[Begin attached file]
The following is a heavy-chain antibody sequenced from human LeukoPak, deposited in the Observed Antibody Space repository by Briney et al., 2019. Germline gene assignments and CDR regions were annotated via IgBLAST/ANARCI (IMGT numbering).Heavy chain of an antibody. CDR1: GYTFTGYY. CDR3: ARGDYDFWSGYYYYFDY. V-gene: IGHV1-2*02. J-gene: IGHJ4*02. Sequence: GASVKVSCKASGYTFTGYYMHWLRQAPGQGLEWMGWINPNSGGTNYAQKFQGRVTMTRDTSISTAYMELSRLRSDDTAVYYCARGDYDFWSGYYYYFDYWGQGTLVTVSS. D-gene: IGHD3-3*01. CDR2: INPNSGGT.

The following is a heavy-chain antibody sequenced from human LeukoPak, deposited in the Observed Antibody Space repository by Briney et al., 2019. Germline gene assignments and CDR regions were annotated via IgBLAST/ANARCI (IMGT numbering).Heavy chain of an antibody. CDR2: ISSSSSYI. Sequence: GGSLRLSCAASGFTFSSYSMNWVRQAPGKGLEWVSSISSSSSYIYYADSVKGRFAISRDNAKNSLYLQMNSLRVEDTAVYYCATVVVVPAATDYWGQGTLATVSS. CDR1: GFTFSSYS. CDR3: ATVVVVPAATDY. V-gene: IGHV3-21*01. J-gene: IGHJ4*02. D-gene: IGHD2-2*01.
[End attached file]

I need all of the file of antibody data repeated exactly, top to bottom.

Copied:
The following is a heavy-chain antibody sequenced from human LeukoPak, deposited in the Observed Antibody Space repository by Briney et al., 2019. Germline gene assignments and CDR regions were annotated via IgBLAST/ANARCI (IMGT numbering).Heavy chain of an antibody. CDR1: GYTFTGYY. CDR3: ARGDYDFWSGYYYYFDY. V-gene: IGHV1-2*02. J-gene: IGHJ4*02. Sequence: GASVKVSCKASGYTFTGYYMHWLRQAPGQGLEWMGWINPNSGGTNYAQKFQGRVTMTRDTSISTAYMELSRLRSDDTAVYYCARGDYDFWSGYYYYFDYWGQGTLVTVSS. D-gene: IGHD3-3*01. CDR2: INPNSGGT.

The following is a heavy-chain antibody sequenced from human LeukoPak, deposited in the Observed Antibody Space repository by Briney et al., 2019. Germline gene assignments and CDR regions were annotated via IgBLAST/ANARCI (IMGT numbering).Heavy chain of an antibody. CDR2: ISSSSSYI. Sequence: GGSLRLSCAASGFTFSSYSMNWVRQAPGKGLEWVSSISSSSSYIYYADSVKGRFAISRDNAKNSLYLQMNSLRVEDTAVYYCATVVVVPAATDYWGQGTLATVSS. CDR1: GFTFSSYS. CDR3: ATVVVVPAATDY. V-gene: IGHV3-21*01. J-gene: IGHJ4*02. D-gene: IGHD2-2*01.